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Washed out road in Kane County triggers car wreck; teen suffers broken back

After dawn day crash  towtruck crewman works pull out Ford Taurus thplunged in10-foot-deep hole middle road BurlingtTownship. A 15-year-old

After dawn on the day of the crash, a towtruck crewman works to pull out the Ford Taurus that plunged into a 10-foot-deep hole in the middle of a road in Burlington Township. A 15-year-old Elgin youth riding in the back seat remains hospitalized with several broken bones. | COURTESY DAVID GUSTAFSON

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Updated: July 3, 2014 10:38PM

The rural Kane County road that gobbled up a whole Ford Taurus in a culvert washout was fixed by Thursday morning. Two girls enjoyed the sunny 70-degree weather as they rode horses across the filled-in gap.

But it will take longer for 15-year-old Larkin High School student Benjamin Hernandez to recover from a collection of broken bones, including one in his spine, that he sustained in the crash.

The Elgin teen was siting in the back seat of the Taurus, slipping newspapers into waterproof sleeves, as his mother, Juanita Pineda, drove through the night on their newspaper-delivery route in Burlington Township, Northwest of Elgin. It was pitch black, 3:50 a.m., and there was a fierce cloudburst of a thunderstorm falling on them.

Suddenly the car plunged into a 10-foot hole that had opened in the pavement, trapping both and squeezing Benjamin inside. Then, as Juanita talked on her cellphone to a 911 operator and waited for help to arrive, a pickup truck came along the same road about seven minutes later and drove right over the top of their car. The pickup went into a ditch, but the driver escaped serious injury.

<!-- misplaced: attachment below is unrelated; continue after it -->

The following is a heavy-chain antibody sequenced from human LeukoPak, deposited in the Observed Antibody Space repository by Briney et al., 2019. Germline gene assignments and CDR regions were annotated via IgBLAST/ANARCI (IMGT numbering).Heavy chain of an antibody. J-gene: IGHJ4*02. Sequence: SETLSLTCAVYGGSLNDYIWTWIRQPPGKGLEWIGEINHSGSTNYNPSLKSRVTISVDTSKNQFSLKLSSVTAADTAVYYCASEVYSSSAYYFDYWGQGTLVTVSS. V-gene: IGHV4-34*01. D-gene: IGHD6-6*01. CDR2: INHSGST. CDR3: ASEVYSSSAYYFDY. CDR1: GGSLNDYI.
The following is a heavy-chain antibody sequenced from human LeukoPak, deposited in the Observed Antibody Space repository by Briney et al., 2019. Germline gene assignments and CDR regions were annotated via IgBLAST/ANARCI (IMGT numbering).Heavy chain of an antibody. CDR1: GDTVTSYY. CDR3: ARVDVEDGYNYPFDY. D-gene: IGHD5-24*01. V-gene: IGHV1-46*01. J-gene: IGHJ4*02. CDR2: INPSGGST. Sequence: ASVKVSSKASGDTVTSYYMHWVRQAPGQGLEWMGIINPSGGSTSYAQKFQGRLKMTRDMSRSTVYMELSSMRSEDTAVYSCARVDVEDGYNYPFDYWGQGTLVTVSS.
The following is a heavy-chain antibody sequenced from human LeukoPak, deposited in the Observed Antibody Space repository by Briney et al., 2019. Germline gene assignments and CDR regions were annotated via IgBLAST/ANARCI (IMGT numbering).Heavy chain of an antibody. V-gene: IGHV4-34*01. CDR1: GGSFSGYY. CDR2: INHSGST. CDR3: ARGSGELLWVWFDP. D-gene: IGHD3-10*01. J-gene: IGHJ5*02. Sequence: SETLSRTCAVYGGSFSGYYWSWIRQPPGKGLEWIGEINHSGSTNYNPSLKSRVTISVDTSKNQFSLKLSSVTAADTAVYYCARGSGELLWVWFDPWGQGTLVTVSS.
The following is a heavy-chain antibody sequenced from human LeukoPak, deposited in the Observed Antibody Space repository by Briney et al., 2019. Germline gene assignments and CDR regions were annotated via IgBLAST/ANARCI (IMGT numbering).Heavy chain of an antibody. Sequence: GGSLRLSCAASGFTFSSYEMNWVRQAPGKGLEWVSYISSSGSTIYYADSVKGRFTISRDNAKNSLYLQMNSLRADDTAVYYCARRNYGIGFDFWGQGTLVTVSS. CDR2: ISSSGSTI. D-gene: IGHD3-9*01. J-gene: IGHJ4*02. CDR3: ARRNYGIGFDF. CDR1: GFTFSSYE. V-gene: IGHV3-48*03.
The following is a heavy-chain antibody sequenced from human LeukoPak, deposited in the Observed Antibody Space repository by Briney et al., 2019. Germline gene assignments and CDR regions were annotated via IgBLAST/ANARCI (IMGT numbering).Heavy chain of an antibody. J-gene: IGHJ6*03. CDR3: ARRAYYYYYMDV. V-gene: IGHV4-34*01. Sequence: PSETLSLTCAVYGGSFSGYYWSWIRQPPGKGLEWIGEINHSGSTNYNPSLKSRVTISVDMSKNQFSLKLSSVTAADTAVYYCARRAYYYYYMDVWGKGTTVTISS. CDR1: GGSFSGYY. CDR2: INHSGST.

In a 911 recording obtained by NBC5 Chicago News, Juanita can be heard telling her injured son, “Don’t move. Don’t move. They’re coming, Papi. Hold on.”

She tells the Kane County 911 operator that he has trouble breathing and can’t move his neck.

About 10 minutes later, emergency crews arrive on the scene.

Juanita suffered some bruises, but son Benjamin was taken to Delnor Hospital in Geneva, where he reportedly was found to have a fractured spinal vertebra, a broken rib, a broken nose and a broken jaw. He was transferred to Loyola Medical Center in Maywood, where a spokeswoman said he was in fair condition Thursday.

The Kane County Sheriff’s Office described the chasm that ensnared the Elginites’ car as a “sinkhole,” but that is not quite accurate. A sinkhole is a hole that suddenly appears in the ground because of unnoticed erosion going on deep below. But Carl Schoedel, director of the Kane County Division of Transportation, said the thing that struck Thomas Road probably should be defined as a “culvert washout.”

The crash happened right where a creek called the Virgil Ditch passes under Thomas Road through a 5-foot-diameter steel culvert. When Monday night’s intense storms increased the water depth and speed in Virgil Ditch, it apparently washed away all the soil between the road pavement and the culvert.

Schoedel said the Burlington Township Highway Department is responsible for maintaining Thomas Road and the culvert. But he said that based on what county crews described seeing there, a flared metal shield around the ends of the culvert, which are supposed to focus the water’s force into the pipe, had broken loose. That allowed the rushing water to push hard against the soil on the upstream side and pull away the soil on the downstream side until the pavement had nothing to hold it up anymore.

That opened a hole about 10 feet deep and 8 to 10 feet wide — a hole big enough to swallow a Ford Taurus.

By Thursday morning, township workers had almost completely repaired the chasm. What looks like a brand new corrugated steel culvert has replaced the old, rusty one. The space around and above the culvert has been filled in with soil and gravel, and the exposed surfaces that face the creek have been weighed down with layer of heavy 6-inch-diameter stones.

The only signs that a near-tragedy had happened here were that the asphalt pavement now is replaced by dirt and gravel for 8 or 10 feet. New orange signs warned of “Loose Gravel” and the muddy ground alongside the road was beaten down with tracks from heavy equipment that had been used to do the repairs.

Township Highway Commissioner Jack Krueger did not return calls Thursday.

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